"Gross negligence" and "willful misconduct" on the part of BP was responsible for the 2010 Deepwater Horizon disaster that killed 11 and sent a yet-to-be-determined amount of oil spewing into the Gulf of Mexico, a federal judge ruled Thursday.
“BP’s conduct was reckless,” U.S. District Judge Carl Barbier wrote in his decision, as reported by Businessweek. Transocean and Halliburton were also found responsible, though to a lesser extent.
The decision kickstarts a chain of events that could quickly add up to major fines for the oil company. In the best-case scenario for BP, the judge would have found the company guilty of only simple negligence, which carries a fine of $1,100 per barrel, and would agree with BP's estimation of about 2.45 million barrels spilled, for a total of under $2.7 billion in fines. Today's ruling of gross negligence changes the first part of the equation to a maximum of $4,300 per barrel, meaning the company could be on the line for at least $10.5 billion. If the judge ends up agreeing with government, which argues that 4.2 million barrels of oil ended up in the Gulf over the course of the 87-day spill, that fine could reach $18 billion.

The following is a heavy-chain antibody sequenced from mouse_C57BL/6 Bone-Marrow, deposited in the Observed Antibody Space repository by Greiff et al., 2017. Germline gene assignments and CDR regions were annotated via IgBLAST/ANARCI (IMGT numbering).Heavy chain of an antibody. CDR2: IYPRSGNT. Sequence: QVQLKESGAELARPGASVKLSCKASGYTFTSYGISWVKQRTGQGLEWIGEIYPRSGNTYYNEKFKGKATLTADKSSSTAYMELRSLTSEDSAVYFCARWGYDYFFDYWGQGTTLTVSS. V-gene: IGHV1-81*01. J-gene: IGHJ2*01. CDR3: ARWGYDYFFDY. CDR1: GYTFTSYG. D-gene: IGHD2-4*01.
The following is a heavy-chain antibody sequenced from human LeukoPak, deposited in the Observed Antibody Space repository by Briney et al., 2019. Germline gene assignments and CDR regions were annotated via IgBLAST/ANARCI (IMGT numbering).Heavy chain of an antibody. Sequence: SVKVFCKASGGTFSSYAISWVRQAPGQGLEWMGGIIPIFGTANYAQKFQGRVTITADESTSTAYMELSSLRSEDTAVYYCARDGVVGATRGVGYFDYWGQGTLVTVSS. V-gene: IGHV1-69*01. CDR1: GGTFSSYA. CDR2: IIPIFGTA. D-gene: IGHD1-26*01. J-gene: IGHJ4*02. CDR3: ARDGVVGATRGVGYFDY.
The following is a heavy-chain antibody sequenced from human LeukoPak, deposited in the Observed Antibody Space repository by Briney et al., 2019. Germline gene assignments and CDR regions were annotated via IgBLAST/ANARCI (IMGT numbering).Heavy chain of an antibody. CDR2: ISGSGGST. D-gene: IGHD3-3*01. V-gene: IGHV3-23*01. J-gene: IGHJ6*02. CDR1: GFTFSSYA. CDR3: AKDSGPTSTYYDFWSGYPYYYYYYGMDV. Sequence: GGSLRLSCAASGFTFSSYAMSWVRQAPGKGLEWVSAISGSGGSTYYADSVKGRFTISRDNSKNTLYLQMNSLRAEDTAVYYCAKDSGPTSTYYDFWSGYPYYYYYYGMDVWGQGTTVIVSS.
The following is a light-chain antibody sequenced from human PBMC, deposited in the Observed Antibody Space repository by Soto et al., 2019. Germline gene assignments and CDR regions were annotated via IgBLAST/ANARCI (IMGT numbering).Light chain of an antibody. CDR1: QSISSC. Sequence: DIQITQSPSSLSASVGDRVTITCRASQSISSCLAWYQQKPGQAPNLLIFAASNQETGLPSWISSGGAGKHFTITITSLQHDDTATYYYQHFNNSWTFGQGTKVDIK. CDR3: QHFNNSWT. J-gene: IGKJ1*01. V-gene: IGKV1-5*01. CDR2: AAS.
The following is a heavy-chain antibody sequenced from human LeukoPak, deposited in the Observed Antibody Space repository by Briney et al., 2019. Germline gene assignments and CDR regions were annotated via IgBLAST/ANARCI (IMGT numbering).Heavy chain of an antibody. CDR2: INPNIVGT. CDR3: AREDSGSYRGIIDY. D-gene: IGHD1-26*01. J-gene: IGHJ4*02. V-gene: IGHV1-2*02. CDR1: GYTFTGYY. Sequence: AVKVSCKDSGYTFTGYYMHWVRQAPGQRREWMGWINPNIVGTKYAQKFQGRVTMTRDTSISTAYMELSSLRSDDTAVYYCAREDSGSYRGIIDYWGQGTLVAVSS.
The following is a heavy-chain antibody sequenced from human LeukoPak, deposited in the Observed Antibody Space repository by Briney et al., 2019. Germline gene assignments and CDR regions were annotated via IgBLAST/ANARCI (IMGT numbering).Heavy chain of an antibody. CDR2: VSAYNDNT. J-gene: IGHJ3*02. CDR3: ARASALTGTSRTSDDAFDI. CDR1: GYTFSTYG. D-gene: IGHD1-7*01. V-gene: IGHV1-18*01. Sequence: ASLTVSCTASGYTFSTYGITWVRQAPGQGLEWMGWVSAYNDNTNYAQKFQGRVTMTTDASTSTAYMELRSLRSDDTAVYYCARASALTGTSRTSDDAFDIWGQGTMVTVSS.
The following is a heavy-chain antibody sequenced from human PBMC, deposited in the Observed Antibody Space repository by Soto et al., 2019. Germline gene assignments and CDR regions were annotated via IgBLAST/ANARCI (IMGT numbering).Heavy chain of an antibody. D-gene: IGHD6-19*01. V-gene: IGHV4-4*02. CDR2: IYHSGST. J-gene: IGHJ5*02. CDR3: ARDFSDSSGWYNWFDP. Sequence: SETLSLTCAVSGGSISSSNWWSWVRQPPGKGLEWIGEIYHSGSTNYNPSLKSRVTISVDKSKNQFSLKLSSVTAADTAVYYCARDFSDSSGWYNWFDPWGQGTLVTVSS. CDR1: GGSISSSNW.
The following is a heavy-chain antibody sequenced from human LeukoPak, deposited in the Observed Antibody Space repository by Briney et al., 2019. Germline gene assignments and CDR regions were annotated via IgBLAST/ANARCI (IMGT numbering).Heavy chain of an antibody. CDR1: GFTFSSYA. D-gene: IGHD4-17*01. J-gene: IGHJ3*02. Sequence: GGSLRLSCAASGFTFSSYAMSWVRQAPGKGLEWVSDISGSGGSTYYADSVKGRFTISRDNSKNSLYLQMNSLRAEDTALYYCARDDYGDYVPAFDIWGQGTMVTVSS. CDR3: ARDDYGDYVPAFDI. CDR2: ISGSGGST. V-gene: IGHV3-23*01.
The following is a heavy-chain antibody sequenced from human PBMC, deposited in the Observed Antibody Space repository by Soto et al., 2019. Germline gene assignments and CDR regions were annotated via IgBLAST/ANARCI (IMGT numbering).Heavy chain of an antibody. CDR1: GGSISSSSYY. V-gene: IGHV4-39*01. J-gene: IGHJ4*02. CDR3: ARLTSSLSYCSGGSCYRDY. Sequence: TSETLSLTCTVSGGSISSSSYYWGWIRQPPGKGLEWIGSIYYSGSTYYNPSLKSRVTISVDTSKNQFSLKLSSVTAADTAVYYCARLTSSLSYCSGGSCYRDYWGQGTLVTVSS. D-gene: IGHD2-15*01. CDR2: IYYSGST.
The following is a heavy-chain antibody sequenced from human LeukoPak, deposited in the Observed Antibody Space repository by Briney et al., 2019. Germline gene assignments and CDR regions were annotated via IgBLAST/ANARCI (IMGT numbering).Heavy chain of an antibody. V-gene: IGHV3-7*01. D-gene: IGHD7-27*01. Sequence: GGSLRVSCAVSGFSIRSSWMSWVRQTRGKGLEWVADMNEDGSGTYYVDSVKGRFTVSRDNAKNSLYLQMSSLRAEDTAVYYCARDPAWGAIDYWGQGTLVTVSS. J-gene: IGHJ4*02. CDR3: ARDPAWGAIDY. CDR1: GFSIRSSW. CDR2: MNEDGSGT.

If that's the case, “they would have to sell assets to keep the company afloat,” Fadel Gheit, a senior oil analyst at Oppenheimer & Co., predicted. “It would wipe out all of their cash.” BP, in a 2013 report, said it set aside just $3.5 billion for anticipated Clean Water Act penalties. It's already agreed to pay $4.5 billion in criminal penalties after pleading guilty to felony misconduct in the disaster and has spent over $42 billion cleaning up its mess and compensating victims.
UPDATE: In a statement, BP said it "strongly disagrees with the decision" and plans to appeal.